When is a phone not a phone? When it's an Android security key

Google Cloud product deluge spans security, analytics and AI

Google Cloud Next '19 press conference
Urs Hölzle, with mic, at Google Cloud Next '19 press briefing

People with suitably modern Android phones can now use their handsets as a hardware security key to safeguard both their Google Accounts and Google Cloud accounts.

The ads and compute-time rental biz announced the change at Google Cloud Next '19 in San Francisco, in conjunction with some hand waving about a variety of other security tools tied to the Google Cloud Platform.

"We're essentially allowing multifactor authentication using your Android device as a security key, so you don't need a separate device," said Jennifer Lin, director of security for Google Cloud, at a press briefing on Tuesday.

Android phones can now serve as the second factor in two-factor authentication, where the first factor is something you know – a password – and the second is something you have – a hardware security key or apps that generate codes.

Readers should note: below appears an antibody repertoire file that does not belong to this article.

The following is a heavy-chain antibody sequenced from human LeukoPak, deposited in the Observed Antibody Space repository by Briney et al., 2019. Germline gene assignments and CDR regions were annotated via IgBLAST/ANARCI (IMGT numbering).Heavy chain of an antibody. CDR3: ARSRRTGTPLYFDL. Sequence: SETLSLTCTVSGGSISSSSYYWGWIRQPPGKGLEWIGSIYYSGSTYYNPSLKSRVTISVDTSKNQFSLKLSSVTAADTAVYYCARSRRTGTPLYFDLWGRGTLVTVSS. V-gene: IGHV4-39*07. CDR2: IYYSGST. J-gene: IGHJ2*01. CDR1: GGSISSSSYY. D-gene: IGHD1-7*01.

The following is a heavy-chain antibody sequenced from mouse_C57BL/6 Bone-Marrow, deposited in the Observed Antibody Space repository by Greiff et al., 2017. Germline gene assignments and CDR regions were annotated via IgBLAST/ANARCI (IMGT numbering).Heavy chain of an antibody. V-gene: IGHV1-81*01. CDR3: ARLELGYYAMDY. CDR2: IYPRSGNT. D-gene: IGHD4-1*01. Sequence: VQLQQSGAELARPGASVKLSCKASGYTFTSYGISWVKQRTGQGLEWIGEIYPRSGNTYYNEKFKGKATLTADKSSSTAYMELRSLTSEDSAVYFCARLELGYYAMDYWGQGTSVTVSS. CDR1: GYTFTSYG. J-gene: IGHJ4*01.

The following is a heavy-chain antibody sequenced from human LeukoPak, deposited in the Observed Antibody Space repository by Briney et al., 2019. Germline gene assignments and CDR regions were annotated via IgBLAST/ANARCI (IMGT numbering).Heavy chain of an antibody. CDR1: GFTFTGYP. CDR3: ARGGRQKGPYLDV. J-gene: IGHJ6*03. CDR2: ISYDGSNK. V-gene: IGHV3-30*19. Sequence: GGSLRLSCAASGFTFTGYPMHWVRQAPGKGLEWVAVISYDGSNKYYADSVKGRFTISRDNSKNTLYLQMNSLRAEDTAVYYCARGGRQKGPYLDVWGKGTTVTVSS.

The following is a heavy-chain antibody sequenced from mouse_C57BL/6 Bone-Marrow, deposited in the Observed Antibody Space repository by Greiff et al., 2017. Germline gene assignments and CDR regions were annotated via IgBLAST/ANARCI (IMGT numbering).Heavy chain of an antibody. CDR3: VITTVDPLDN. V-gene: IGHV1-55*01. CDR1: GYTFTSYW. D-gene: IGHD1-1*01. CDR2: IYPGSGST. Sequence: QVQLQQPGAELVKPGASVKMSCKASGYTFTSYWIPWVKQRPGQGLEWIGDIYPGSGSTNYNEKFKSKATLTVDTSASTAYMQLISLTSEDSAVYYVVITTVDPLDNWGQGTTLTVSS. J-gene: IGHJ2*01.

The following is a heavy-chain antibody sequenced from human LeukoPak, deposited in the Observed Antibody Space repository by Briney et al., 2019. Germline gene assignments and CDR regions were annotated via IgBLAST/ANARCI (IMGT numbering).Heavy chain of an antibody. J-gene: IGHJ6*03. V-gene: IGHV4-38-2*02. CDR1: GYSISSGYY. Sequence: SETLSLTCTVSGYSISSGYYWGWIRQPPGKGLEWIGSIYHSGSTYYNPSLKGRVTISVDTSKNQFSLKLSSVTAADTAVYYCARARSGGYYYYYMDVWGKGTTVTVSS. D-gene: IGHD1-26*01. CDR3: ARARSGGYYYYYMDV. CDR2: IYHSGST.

To turn their devices into key conveyors, Google account holders need an Android 7.0+ phone, with Bluetooth active, and a Bluetooth-enabled ChromeOS, macOS or Windows 10 computer running a Chrome browser. Google also recommends having a second hardware security key as a backup, in case one gets lost, stolen or unexpectedly smashed to bits in a fit of rage.

Google has taken to referring to this as two-step verification, which is one element of the company's Advanced Protection program for those at risk of being targeted by hackers. The Advanced Protection program relies on two-step verification with a physical security key instead of a code generated by an authenticator app or delivered to a device via SMS or email. In addition, it limits access to data by apps and imposes additional account recovery challenges.